So, what should trading partners do?
First, retailers should actively promote and enable safe in-store shopping. Keeping customers informed regarding changes in hours, cleaning and maintenance efforts and any limits imposed on shopper access to the store is essential. Making shoppers feel better about coming to the store is the first step to getting them (back) through the door.
Advertising remains essential. Analysis of current consumer behavior shows shoppers are still looking for deals even while they’re furiously pantry stocking. Therefore, it’s imperative that trading partners collaborate to ensure that in-store and online advertising is in place to direct shoppers to slower moving inventory and incentivize purchase.
Planning ahead, while difficult in these uncertain times, is imperative. Spring looks to be pretty much a bust but what opportunities does (late) summer hold? How different will fall look this year compared to last year? What’s happening on the economic front and in Washington that could impact and influence production, pricing and stocking requirements? Tough questions, for sure, but resources need to be committed to finding answers. Now. Strategic planning has never been more important.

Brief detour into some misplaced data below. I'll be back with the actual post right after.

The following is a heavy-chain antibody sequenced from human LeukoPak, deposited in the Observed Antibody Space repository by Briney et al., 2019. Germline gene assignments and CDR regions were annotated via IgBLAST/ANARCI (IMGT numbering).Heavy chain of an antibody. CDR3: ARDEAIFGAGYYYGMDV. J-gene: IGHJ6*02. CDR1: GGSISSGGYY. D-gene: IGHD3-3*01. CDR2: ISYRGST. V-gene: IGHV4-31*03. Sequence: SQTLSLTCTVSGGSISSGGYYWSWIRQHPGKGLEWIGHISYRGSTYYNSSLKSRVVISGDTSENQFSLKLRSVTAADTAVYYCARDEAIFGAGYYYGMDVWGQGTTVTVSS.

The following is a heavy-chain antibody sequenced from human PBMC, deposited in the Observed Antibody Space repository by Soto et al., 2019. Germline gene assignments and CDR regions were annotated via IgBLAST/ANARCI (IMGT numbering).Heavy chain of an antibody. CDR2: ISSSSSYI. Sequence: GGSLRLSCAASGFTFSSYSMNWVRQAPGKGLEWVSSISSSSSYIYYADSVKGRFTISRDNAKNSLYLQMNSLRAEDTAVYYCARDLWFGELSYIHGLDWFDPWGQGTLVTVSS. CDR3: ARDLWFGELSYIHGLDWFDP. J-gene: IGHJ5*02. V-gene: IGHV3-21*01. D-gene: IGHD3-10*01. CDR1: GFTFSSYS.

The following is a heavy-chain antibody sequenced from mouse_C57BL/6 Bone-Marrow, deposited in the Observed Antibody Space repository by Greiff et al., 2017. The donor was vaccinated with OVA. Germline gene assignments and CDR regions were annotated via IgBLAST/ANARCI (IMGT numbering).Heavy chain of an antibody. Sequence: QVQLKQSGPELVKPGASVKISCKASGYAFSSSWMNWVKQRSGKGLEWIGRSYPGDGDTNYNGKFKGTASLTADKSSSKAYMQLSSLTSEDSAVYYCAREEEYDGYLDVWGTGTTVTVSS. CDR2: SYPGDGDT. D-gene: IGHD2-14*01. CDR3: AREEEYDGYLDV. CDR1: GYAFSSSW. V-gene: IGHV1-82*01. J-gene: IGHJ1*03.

Along with assortment assessment and adjustment, determining appropriate pack size needs to be prioritized, as well. What’s working in store may not be a fit for e-commerce. And, are products in the correct channel? As shoppers grow more comfortable with e-commerce, shifting store product to e-commerce fulfillment may be something to consider.
With all that trading partners must contend with in the midst of unprecedented marketplace disruption, they don’t need the additional hassle of overstocks. And, as surging revenues parallel significant increases in labor cost and wholesale prices, the losses associated with overstocks must be avoided. Not an easy task, but it can be done.